Healthy World, Healthy Nation, Healthy You

Making Hospitals Healthier~ The Social Responsibility of Health Care Institutions to Reduce Costly and Harmful Waste.

Erin Johnson MPH, MSN, RN
Assistant Clinical Professor
College of Nursing & Health Professions
Drexel University


Erin-JohnsonErin Johnson is an environmentalist and a nurse. Interested in the intersection between human and environmental health, Erin Johnson has worked with a variety of organizations focused on these areas. Erin is currently an Assistant Clinical Professor teaching community and global health courses at Drexel’s College of Nursing and Health Professions.

Erin serves as an at-large member of the Pennsylvania State Nurses Association Environmental Health Committee, volunteers as an RN at Puentes de Salud community health clinic, and is on the board of the local chapter of Physicians for Social Responsibility.

Previously, Erin directed the environmental sustainability programs department of a Philadelphia nonprofit. Along with work on other environmental committees, she co-chaired the Urban Sustainability Forum Steering Committee, a group of more than 15 regional organizations working to advance the sustainability of the Philadelphia region. Previously, Erin also worked for the Montana Conservation Corps, for an educational farm in New York, and at an organic apiary in Germany.

For Erin’s Master’s of Public Health capstone project, she researched the environmental health assessment practices of home health care nurses in Chester, PA, a regional “environmental justice community.” Erin Johnson holds BSN (2009), MSN and MPH (2011) degrees from the University of Pennsylvania. She earned a BA in Environmental Studies from Washington University in St. Louis, Missouri (1997).


This program focuses on the intersection between health care institutions and the environment.

“Hospitals have healing as their core value, yet they unwittingly contribute to chronic disease in our society by selling junk food, being enormous users of toxic chemicals and energy resources, and generating a ton of waste,” said Gary Cohen, president of the nonprofit group Health Care Without Harm that organized the initiative.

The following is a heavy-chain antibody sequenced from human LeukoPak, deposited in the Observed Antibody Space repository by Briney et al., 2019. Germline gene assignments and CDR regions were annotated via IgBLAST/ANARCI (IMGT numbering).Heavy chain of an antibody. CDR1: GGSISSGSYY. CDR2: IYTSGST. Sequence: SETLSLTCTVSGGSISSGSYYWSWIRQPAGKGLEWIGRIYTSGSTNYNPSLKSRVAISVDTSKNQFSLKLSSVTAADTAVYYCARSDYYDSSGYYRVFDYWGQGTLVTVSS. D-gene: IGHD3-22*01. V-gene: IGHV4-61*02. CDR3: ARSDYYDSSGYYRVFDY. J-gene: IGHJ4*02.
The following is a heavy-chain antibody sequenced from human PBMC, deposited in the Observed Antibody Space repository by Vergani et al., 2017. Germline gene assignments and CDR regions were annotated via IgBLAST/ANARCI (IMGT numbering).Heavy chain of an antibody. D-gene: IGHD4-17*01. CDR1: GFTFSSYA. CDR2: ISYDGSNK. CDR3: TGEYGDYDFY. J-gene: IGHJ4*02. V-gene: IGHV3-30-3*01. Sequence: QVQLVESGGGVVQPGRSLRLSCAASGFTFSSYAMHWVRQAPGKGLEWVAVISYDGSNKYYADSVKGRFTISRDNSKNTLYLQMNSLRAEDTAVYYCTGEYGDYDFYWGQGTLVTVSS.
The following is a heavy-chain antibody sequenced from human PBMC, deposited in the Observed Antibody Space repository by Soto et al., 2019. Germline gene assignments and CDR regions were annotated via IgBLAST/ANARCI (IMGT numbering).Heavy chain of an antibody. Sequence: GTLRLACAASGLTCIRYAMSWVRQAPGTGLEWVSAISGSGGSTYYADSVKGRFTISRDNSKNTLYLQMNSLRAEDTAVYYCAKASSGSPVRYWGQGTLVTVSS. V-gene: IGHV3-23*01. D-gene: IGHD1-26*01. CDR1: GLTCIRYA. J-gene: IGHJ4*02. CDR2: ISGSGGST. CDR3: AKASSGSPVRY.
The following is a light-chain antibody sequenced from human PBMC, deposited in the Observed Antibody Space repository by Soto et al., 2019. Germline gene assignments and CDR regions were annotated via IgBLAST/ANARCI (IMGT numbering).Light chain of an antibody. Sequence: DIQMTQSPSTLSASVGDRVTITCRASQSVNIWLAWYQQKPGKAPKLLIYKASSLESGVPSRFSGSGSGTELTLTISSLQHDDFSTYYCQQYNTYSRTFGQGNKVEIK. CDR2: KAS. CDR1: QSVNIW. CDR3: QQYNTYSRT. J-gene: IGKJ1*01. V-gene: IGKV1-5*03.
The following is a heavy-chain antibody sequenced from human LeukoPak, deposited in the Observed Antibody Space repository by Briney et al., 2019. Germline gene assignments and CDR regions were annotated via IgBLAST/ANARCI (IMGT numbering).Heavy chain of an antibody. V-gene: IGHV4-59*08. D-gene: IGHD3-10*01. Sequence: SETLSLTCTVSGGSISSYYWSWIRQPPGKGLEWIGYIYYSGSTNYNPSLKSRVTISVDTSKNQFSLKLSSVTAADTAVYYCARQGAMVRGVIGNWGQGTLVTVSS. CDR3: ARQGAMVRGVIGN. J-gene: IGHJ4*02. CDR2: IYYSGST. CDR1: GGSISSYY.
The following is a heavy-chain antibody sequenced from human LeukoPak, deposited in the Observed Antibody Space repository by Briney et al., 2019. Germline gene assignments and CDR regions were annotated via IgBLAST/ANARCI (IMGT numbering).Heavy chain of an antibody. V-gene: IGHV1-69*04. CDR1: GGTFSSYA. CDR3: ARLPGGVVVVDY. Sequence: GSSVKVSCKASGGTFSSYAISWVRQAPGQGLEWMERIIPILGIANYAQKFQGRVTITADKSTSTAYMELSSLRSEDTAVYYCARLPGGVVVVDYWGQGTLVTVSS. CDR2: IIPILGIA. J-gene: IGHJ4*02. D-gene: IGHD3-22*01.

Why Consumers Need to Know

  • Build your awareness about what Practice Green Health and Healthcare Without Harm are working on – look them up on the internet, read up on what all of this means. Sign up for their mailing lists – they have action emails on legislative issues, for example
  • On their websites, or just by asking, find out what your local hospital is doing to reduce it’s environmental footprint – they may be doing a lot, or they may just be embarking on the process. Write the Chief Operations Officer an advocacy letter indicating your support of greening initiatives for a healthier community and healthier patient environment.
  • Take steps to reduce your own environmental footprint by reducing fossil fuels use and energy waste, water waste, by consuming fewer things that are hard to biologically get rid of (like plastics), and by eating less red meat which takes a lot of water and energy to raise and produce

3 Key Points:

  1. Hospitals need to take a leadership role at the board level to address waste concerns because it is good for the health of the community as well as for the bottom line in saving money for the organization—both short term and long term gains.
  2. There are hidden impacts on those who live in the environment and these contribute to the patient experience as well as to the health of the employees who work in such environments.
  3. Consumers can take positive and needed action as they assess their hospitals of choice.

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